Over the last 50 years, the civil conflict, a dramatic decline in terms of trade, demographic pressures and misguided policies were major contributory factors to Sri Lanka’s economic underperformance.
The current prospects are significantly more propitious not only because of the absence of major ‘drags’ on the economy but also due to favourable economic geography (previous Economic Alerts have elaborated on this).
The Government has set a growth target of 8% in the medium term. It also aims to double per capita GDP to over $ 4,000 by 2016. This would require average annual real growth rates in double digits.
Exports – Need for diversification and expansion
Given the limited size of Sri Lanka’s domestic market, these targets cannot be met without a significant improvement in export performance. Both export product categories and destinations need to be diversified. A concerted effort to plug into Asian supply chains will also be particularly important.
At a time when the global economic centre of gravity is shifting from West to East, Sri Lanka needs to address a situation where 60% of its exports are directed to the sluggish markets of Europe and North America and less than 10% to the dynamic markets in China and India.
These two countries now contribute more than half to global growth. Improving the investment climate, particularly in the tradable goods sector, would be essential to achieve the desired export growth.
Towards improvement of investment climate
The key elements of a conducive investment climate are well known. They include stable, consistent and predictable policies; macroeconomic stability, robust legal and regulatory frameworks; and an improving environment for doing business.
The Sri Lankan authorities are seeking to make progress on these fronts, as the pace of growth of investment after the end of the conflict has been discouraging so far. Concerted action is being taken to improve the country’s ranking of 102 out of 181 in the World Banks ‘Ease of Doing Business Index’.
The rankings are particularly low for paying taxes, dealing with permits and enforcing contracts. The Ministry of Finance and the Central Bank of Sri Lanka (CBSL) is taking the lead in bringing about a significant improvement of Sri Lanka’s ranking on this index. The target is to take Sri Lanka into the top 30.
Logistics system: Where do we stand?
While considerable attention has been focused on the country’s performance in the World Bank’s ‘Ease of Doing Business Index,’ much less has been discussed or done to address a worse ranking on the World Bank’s ‘Logistics Performance Index’ (LPI). Sri Lanka was ranked 137th out of 154 countries in 2009.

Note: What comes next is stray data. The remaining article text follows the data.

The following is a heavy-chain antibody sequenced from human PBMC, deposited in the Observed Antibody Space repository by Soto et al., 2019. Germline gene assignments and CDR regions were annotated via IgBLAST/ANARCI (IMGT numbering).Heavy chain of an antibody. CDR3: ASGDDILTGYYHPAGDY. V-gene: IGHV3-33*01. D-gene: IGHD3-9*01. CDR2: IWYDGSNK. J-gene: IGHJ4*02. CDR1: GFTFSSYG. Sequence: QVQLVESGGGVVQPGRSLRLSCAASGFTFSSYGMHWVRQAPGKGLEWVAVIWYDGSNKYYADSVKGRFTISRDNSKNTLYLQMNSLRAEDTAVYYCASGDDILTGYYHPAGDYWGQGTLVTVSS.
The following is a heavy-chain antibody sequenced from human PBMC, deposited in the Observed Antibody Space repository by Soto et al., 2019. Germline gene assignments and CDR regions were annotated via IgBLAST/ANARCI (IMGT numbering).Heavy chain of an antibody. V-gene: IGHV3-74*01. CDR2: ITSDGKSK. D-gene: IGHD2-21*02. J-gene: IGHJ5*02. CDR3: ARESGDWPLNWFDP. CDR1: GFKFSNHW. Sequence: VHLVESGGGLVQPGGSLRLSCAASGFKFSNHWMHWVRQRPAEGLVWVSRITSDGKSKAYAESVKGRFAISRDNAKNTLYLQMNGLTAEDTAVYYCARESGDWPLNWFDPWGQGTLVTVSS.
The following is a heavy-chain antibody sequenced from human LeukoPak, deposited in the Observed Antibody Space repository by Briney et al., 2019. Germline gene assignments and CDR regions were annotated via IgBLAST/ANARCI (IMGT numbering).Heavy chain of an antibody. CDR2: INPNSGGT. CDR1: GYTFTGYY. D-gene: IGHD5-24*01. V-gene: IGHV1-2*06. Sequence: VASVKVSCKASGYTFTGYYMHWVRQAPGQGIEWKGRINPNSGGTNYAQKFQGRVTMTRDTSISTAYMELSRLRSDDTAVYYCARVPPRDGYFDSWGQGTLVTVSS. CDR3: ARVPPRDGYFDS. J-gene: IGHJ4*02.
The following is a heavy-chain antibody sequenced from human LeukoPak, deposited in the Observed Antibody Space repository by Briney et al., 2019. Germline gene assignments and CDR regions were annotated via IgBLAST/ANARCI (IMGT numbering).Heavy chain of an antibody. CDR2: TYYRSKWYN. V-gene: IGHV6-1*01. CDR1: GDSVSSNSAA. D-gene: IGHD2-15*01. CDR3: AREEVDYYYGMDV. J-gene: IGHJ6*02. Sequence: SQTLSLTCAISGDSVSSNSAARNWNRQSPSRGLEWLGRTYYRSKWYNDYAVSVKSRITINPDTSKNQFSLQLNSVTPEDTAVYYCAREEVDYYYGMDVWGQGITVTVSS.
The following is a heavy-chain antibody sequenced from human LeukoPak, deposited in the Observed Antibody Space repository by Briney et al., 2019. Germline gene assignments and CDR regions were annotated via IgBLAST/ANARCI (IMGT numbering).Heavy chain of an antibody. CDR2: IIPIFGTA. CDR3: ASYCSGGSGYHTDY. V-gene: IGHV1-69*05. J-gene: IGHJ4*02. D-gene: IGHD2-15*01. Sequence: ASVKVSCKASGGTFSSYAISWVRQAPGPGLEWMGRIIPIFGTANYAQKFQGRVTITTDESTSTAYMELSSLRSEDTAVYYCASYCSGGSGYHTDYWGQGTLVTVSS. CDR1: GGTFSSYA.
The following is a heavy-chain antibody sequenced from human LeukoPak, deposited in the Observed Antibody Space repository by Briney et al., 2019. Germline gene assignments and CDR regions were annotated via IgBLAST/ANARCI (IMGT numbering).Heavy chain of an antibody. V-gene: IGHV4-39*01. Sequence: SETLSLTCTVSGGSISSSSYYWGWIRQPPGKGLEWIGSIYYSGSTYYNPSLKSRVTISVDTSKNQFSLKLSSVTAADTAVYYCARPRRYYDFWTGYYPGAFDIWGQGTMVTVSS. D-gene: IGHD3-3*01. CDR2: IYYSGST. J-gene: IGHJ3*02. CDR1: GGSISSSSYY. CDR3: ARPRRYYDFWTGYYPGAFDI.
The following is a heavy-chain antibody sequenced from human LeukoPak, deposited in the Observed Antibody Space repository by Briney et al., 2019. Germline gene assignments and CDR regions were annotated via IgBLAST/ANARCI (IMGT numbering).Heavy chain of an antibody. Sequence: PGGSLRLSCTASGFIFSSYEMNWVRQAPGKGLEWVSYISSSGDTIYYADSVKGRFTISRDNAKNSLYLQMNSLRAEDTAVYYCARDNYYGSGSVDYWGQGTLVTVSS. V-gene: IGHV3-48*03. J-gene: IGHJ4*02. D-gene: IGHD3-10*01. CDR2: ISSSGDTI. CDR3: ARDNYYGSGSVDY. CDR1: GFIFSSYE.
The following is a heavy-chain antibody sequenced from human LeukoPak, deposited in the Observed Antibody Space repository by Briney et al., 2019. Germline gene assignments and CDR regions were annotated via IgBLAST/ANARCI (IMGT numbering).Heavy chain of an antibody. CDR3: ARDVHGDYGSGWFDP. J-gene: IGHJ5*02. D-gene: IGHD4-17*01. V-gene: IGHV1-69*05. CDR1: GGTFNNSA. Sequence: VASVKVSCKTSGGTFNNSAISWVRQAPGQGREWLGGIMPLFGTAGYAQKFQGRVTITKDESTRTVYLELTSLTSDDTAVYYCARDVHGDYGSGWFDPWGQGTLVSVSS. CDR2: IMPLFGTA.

The LPI is composed of indicators relating to customs, infrastructure, logistics competence, shipments, tracking and tracing and timeliness. Within the South Asia region, Sri Lanka’s ranking is even below Bangladesh, which is a ‘Least Developed Country’.
However, it is noteworthy that improvements in logistics have been a major determinant of the success of the apparel sector. In fact, this is part of the explanation why orders, which have hitherto gone to Bangladesh, Vietnam and other apparel producers have now been diverted to Sri Lanka. The challenge is to move away from the current two-tier system and to improve the logistics for the other export sectors as well.
According to the LPI, Sri Lanka’s performance is particularly weak in clearance by border control agencies (particularly customs), logistical competence and ability to track and trace consignments.
There has been slow progress in implementing customs reform. Sri Lanka has made less progress than other countries in South Asia, such as Bangladesh and India. There is a strong case for attaching high priority to customs reform, including full use of the ASYCUDA system and development of a computerised system of risk management.
Lack of progress in this area place our exporters in disadvantageous position from competing in time-sensitive markets, thereby undermining the growth and employment prospects of the country.